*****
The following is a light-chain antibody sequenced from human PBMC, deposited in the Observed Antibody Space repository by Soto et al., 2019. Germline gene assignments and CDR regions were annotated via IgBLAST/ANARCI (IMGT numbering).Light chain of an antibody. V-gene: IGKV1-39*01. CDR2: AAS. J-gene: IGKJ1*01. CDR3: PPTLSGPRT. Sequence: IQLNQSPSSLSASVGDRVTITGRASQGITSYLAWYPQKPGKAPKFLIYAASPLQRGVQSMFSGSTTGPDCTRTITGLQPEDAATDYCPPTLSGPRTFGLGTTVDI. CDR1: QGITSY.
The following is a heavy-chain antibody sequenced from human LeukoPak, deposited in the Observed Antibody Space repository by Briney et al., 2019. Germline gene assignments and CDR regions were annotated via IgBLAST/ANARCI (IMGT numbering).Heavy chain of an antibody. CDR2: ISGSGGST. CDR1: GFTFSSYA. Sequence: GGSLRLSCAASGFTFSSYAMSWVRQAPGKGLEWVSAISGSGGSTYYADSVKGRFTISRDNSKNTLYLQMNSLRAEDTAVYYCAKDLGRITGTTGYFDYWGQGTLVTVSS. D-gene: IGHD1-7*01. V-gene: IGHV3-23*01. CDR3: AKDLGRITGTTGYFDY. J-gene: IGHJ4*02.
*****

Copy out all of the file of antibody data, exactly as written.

The following is a light-chain antibody sequenced from human PBMC, deposited in the Observed Antibody Space repository by Soto et al., 2019. Germline gene assignments and CDR regions were annotated via IgBLAST/ANARCI (IMGT numbering).Light chain of an antibody. V-gene: IGKV1-39*01. CDR2: AAS. J-gene: IGKJ1*01. CDR3: PPTLSGPRT. Sequence: IQLNQSPSSLSASVGDRVTITGRASQGITSYLAWYPQKPGKAPKFLIYAASPLQRGVQSMFSGSTTGPDCTRTITGLQPEDAATDYCPPTLSGPRTFGLGTTVDI. CDR1: QGITSY.
The following is a heavy-chain antibody sequenced from human LeukoPak, deposited in the Observed Antibody Space repository by Briney et al., 2019. Germline gene assignments and CDR regions were annotated via IgBLAST/ANARCI (IMGT numbering).Heavy chain of an antibody. CDR2: ISGSGGST. CDR1: GFTFSSYA. Sequence: GGSLRLSCAASGFTFSSYAMSWVRQAPGKGLEWVSAISGSGGSTYYADSVKGRFTISRDNSKNTLYLQMNSLRAEDTAVYYCAKDLGRITGTTGYFDYWGQGTLVTVSS. D-gene: IGHD1-7*01. V-gene: IGHV3-23*01. CDR3: AKDLGRITGTTGYFDY. J-gene: IGHJ4*02.